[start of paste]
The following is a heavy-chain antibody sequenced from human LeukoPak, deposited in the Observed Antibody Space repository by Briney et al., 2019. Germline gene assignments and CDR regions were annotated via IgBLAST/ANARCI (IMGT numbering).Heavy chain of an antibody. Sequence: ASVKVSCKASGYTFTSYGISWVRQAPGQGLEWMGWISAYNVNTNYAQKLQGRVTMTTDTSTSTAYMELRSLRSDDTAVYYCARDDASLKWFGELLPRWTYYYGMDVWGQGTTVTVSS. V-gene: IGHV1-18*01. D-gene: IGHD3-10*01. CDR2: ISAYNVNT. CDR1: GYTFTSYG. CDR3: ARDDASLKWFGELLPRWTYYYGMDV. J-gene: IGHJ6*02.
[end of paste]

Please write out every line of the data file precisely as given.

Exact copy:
The following is a heavy-chain antibody sequenced from human LeukoPak, deposited in the Observed Antibody Space repository by Briney et al., 2019. Germline gene assignments and CDR regions were annotated via IgBLAST/ANARCI (IMGT numbering).Heavy chain of an antibody. Sequence: ASVKVSCKASGYTFTSYGISWVRQAPGQGLEWMGWISAYNVNTNYAQKLQGRVTMTTDTSTSTAYMELRSLRSDDTAVYYCARDDASLKWFGELLPRWTYYYGMDVWGQGTTVTVSS. V-gene: IGHV1-18*01. D-gene: IGHD3-10*01. CDR2: ISAYNVNT. CDR1: GYTFTSYG. CDR3: ARDDASLKWFGELLPRWTYYYGMDV. J-gene: IGHJ6*02.